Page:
Bad pitch conditions in the WSL have hit the headlines this week, after waterlogging at Tottenham and Liverpool caused more match postponements in a season littered with pitch issues. But the problem becomes even worse in the women’s lower leagues. Stuart Barker explains how one team has been affected by bad pitch management and a staggering number of 15 fixture postponements. Here is the story of Portsmouth FC Women…
On Wednesday evening, a brace from former Yeovil Town forward, Ella Pusey, helped Southampton beat local rivals Portsmouth 2-0 in the FA Women’s National League Cup.
On paper, it was a difficult day for Portsmouth. But the result was made even more disappointing given that, despite big promotion efforts from both clubs and their male counterparts, Portsmouth were forced to postpone what should have been a Sunday afternoon derby to a midweek slot.
Pompey also had to move the game from their permanent home at the PMC stadium to Gosport Borough’s Privett Park.
Such events are emblematic of the team’s struggles throughout this season. Portsmouth have suffered 15 postponements so far: 13 down to pitch-related issues, one due to Cardiff City having a high number of international call-ups, and one due to lower-league Warsash Wasps choosing to forfeit a cup tie.
This was only Portsmouth’s second competitive home game since they hosted Oxford United back in September — and it wasn’t even played at their home ground.
For me, the big disappointment is that at no point has the men’s side offered to step in and move any games to Fratton Park. With many clubs making the progressive step to move matches into the men’s stadium, a match against the local rivals would have been a great opportunity to ease fixture congestion and show a real commitment to their women’s side.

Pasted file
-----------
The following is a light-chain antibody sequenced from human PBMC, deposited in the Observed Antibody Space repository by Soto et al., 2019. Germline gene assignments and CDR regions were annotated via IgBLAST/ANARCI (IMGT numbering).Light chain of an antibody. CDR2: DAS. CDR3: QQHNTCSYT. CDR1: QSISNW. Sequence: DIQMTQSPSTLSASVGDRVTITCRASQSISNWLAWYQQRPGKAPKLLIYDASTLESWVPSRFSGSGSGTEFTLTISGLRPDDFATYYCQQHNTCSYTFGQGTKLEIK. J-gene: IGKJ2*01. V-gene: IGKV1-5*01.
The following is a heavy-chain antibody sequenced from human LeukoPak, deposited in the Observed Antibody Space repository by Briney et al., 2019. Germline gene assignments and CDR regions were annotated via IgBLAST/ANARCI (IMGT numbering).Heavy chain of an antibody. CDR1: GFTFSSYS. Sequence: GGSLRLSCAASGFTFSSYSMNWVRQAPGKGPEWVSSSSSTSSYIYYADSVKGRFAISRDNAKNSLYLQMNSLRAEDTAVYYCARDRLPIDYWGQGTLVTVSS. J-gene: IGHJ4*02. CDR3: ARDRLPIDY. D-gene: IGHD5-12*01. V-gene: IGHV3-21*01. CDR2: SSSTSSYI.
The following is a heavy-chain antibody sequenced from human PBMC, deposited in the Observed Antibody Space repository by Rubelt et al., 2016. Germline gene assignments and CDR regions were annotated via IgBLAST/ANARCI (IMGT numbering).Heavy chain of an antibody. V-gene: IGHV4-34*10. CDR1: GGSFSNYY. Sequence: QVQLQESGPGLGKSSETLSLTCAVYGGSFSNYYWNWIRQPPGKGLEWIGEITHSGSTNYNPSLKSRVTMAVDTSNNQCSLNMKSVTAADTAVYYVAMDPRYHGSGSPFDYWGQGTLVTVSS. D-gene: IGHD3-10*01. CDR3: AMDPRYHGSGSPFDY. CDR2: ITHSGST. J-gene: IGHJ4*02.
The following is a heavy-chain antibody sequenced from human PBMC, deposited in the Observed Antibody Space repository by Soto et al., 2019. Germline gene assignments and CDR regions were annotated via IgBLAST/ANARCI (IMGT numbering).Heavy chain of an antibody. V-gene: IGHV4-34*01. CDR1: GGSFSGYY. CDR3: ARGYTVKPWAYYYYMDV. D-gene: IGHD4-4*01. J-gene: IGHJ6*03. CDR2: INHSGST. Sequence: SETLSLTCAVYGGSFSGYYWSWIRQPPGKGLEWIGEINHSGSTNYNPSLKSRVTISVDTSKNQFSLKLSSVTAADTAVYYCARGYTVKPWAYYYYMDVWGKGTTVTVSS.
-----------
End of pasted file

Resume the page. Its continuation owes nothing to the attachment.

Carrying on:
Men’s Chief Executive Mark Catlin has stated “We have been consistent with our approach towards the use of Fratton Park. It has to remain the pitch of the first-team, that is our priority.
“In addition, opening Fratton Park on a regular basis for the Pompey Women is not financially viable. For one-off games it is different, but there are certain break-even points we need to generate revenue-wise – and that is over and above any damage caused to the pitch.
“People are entitled to an opinion, but our first-team and progress through the leagues is the absolute priority.
“We will continue to support and help underpin the viability of the women’s team moving forward, but, in terms of playing on Fratton Park, the pitches just can’t take it.”
This is despite Fratton Park being used for FA Youth Cup fixtures.
The women will be at Fratton Park for their game against Crawley Wasps on April 26th. This is cause for celebration — yet it seems a bit of a token gesture, because unless the men’s side goes into the play-offs then their final home game is scheduled for April 18th. As the club have failed to officially confirm this announcement, I fear that if the men reach the play-offs then the Crawley game won’t be held at Fratton Park, in order to “save” the pitch for an ostensibly more important fixture.
Like proverbial buses, we waited an age for one Portsmouth home game, and this week greeted us with two. On Thursday evening, the day after their defeat to Southampton, Portsmouth comfortably defeated Bedhampton in the Portsmouth Divisional Football Association Cup at the University of Portsmouth’s Furze Lane – Pompey’s training ground.
Looking for successful models across the south coast, Saints share their ground staff from the St Mary’s Stadium with AFC Totton, as part of the pair’s partnership. And it shows: the pitch at AFC Totton is the envy of many! Chelsea and AFC Wimbledon have a similar partnership, while Tranmere must wish that Liverpool would show the same support for their Prenton Park pitch.
Moving forward, hopefully we’ll see Portsmouth able to play a run of games so they can build up some good form for the league run-in, and a potential Hampshire Cup final against Saints next month.
Follow Stuart on Twitter @_ChuBarker